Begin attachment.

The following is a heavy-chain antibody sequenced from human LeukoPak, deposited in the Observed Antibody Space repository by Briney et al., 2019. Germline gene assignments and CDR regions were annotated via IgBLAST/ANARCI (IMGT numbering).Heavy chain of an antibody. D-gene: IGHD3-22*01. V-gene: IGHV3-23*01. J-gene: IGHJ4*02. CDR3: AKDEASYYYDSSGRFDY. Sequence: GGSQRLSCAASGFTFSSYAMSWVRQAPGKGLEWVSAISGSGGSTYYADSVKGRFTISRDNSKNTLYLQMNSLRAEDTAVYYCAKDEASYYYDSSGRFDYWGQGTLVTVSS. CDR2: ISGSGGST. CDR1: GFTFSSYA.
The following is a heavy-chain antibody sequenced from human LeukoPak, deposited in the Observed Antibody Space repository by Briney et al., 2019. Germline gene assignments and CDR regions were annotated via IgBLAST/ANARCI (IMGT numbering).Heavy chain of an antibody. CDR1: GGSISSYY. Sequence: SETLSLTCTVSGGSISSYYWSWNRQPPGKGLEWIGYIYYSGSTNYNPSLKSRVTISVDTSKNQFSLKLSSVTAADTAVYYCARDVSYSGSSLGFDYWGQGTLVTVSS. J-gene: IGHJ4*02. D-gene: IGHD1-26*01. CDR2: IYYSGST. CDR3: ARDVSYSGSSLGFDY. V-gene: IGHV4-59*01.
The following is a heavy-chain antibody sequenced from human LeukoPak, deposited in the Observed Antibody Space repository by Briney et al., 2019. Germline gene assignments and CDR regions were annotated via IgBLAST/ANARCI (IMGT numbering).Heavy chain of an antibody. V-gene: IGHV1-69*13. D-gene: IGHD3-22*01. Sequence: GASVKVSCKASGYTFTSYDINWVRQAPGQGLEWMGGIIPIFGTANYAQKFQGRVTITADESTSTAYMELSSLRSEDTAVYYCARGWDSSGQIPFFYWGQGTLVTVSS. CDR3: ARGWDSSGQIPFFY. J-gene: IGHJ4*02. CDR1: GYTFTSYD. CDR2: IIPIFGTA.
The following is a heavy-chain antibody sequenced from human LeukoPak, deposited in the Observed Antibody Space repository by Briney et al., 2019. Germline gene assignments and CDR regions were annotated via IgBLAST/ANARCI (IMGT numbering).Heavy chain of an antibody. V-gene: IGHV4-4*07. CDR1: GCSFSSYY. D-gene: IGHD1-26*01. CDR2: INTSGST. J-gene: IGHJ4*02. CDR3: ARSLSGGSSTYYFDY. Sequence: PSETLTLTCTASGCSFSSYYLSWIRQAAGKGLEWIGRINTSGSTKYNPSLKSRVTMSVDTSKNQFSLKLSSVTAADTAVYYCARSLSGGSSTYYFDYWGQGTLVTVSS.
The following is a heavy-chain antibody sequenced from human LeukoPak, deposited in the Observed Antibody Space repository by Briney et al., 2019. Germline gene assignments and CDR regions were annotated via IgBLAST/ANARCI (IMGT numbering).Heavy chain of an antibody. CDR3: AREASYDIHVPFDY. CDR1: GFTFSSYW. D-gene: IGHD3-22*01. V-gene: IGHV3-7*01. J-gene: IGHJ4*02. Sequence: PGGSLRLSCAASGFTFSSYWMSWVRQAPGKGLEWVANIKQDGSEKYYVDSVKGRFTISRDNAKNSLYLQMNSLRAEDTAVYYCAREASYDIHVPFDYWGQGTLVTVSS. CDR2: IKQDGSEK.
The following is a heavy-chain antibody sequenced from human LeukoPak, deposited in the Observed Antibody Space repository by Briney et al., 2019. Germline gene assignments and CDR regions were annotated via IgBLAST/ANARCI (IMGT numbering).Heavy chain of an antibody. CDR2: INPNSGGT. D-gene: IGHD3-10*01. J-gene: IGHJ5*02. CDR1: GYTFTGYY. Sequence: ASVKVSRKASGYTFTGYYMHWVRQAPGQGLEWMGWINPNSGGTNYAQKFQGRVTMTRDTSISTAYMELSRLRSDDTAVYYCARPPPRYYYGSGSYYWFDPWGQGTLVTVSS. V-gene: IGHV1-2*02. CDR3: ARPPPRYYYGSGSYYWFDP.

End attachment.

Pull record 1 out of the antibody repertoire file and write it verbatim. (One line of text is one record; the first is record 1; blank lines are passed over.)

The following is a heavy-chain antibody sequenced from human LeukoPak, deposited in the Observed Antibody Space repository by Briney et al., 2019. Germline gene assignments and CDR regions were annotated via IgBLAST/ANARCI (IMGT numbering).Heavy chain of an antibody. D-gene: IGHD3-22*01. V-gene: IGHV3-23*01. J-gene: IGHJ4*02. CDR3: AKDEASYYYDSSGRFDY. Sequence: GGSQRLSCAASGFTFSSYAMSWVRQAPGKGLEWVSAISGSGGSTYYADSVKGRFTISRDNSKNTLYLQMNSLRAEDTAVYYCAKDEASYYYDSSGRFDYWGQGTLVTVSS. CDR2: ISGSGGST. CDR1: GFTFSSYA.